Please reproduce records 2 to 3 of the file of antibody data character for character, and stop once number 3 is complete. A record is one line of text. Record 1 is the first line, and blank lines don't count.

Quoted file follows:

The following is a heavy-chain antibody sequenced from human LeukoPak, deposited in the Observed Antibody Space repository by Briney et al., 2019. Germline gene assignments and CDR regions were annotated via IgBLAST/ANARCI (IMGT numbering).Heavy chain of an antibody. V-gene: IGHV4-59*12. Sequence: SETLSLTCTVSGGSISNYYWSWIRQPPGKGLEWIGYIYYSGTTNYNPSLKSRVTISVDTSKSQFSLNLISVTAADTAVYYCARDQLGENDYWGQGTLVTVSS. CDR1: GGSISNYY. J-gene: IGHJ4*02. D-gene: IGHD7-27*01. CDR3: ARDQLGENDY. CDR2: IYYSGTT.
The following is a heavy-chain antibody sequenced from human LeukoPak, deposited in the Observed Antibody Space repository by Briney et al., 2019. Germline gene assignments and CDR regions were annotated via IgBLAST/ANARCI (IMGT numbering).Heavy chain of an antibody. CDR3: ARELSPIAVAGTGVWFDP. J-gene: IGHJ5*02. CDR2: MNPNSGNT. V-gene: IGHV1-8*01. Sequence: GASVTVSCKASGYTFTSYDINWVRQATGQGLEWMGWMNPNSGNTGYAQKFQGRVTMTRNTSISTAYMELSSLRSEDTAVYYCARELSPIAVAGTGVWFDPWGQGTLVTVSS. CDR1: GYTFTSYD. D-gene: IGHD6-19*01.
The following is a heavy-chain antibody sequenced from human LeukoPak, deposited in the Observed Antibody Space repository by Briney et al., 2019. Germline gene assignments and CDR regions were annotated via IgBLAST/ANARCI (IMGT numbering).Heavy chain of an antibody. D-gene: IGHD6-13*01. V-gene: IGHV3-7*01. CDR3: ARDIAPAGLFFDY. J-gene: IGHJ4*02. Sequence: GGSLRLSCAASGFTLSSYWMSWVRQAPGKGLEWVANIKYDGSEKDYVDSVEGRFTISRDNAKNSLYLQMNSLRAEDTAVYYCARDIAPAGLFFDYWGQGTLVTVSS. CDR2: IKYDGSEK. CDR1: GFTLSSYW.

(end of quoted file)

The following is a heavy-chain antibody sequenced from human LeukoPak, deposited in the Observed Antibody Space repository by Briney et al., 2019. Germline gene assignments and CDR regions were annotated via IgBLAST/ANARCI (IMGT numbering).Heavy chain of an antibody. CDR3: ARELSPIAVAGTGVWFDP. J-gene: IGHJ5*02. CDR2: MNPNSGNT. V-gene: IGHV1-8*01. Sequence: GASVTVSCKASGYTFTSYDINWVRQATGQGLEWMGWMNPNSGNTGYAQKFQGRVTMTRNTSISTAYMELSSLRSEDTAVYYCARELSPIAVAGTGVWFDPWGQGTLVTVSS. CDR1: GYTFTSYD. D-gene: IGHD6-19*01.
The following is a heavy-chain antibody sequenced from human LeukoPak, deposited in the Observed Antibody Space repository by Briney et al., 2019. Germline gene assignments and CDR regions were annotated via IgBLAST/ANARCI (IMGT numbering).Heavy chain of an antibody. D-gene: IGHD6-13*01. V-gene: IGHV3-7*01. CDR3: ARDIAPAGLFFDY. J-gene: IGHJ4*02. Sequence: GGSLRLSCAASGFTLSSYWMSWVRQAPGKGLEWVANIKYDGSEKDYVDSVEGRFTISRDNAKNSLYLQMNSLRAEDTAVYYCARDIAPAGLFFDYWGQGTLVTVSS. CDR2: IKYDGSEK. CDR1: GFTLSSYW.